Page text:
Christa Nardi is and always has been an avid reader. Her favorite authors have shifted from Carolyn Keene and Earl Stanley Gardner to more contemporary mystery/crime authors over time, but mystery/crime along with romance and scifi/fantasy are her preferred choices for leisure reading. Christa also has been a long time writer from poetry and short stories to the Cold Creek series, Christa has joined many other reader/writers in writing one genre she enjoys reading – the cozy mystery. The series started with  Murder at Cold Creek College; Murder in the Arboretum is the second in the series.  Murder at the Grill is the third. Christa Nardi is a pen name for a real life professor/psychologist from the Northeast who is well published in nonfiction and technical venues.

Connect with Christa:
Blog  |  Facebook  |  Twitter  |  Goodreads

Buy the book:

Thursday, October 20, 2016


On October 14 Karen Commins, the audiobook narrator of Murder & Mayhem in Goose Pimple Junction (as well as many other books) gave us a chance to get to know Karen the person. As promised, Karen is back today for Part 2, where she talks about the audiobook production process. But first, before the interview, give this a listen:


Karen, can you tell us about the process of producing an audiobook?

Audiobook production is such a detailed, technical, and time-consuming process that I’m probably going to write an article to describe it all!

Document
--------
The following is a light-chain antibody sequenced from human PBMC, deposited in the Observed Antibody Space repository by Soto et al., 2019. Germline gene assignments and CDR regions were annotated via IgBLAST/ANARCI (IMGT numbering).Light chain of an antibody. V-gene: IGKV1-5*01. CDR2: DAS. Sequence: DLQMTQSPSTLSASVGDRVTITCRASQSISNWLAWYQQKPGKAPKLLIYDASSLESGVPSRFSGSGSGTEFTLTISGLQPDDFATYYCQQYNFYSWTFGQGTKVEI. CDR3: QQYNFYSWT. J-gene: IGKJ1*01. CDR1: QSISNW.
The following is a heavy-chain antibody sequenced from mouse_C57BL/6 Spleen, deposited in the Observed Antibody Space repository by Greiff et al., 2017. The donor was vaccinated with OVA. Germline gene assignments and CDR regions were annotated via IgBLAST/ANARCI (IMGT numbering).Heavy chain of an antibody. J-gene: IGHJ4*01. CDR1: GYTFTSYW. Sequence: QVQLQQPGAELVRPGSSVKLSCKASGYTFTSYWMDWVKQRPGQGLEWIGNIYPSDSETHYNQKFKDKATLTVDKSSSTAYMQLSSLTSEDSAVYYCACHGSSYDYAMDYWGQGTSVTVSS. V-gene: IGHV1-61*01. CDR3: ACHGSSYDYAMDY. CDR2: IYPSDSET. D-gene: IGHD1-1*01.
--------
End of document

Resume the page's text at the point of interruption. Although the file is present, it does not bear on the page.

Authors can choose from an increasing number of ways to produce audiobooks of their titles. I’ll use the model in this interview since I’m most familiar with it.

A general industry rule of thumb is that about 6 hours are needed to produce 1 finished hour of an audiobook. This time doesn’t include the narrator’s preparation before recording.

Basically, the steps are:
1) I pre-read and prepare the book ahead of recording it.
  •  I create a notebook in Evernote to keep all of my notes for the audiobook. I take copious notes about each character so that I can make believable acting choices when recording. Every time the author offers any sort of description about the character, I copy that info to a note for the character. I end with a complete profile for each character, like this page for your character Tess Tremaine
  •  I also look up pronunciations of words I don’t know.
2) I record the book in multiple sessions. I stop recording for many reasons: I stumble over a word or said the wrong word, I used wrong inflection or character voice, my stomach is growling, I want to try a different acting choice, etc. It takes 1.5 to 2 hours to record 1 finished hour of audio. Depending on the length of the book, I might need 1-2 weeks to finish recording.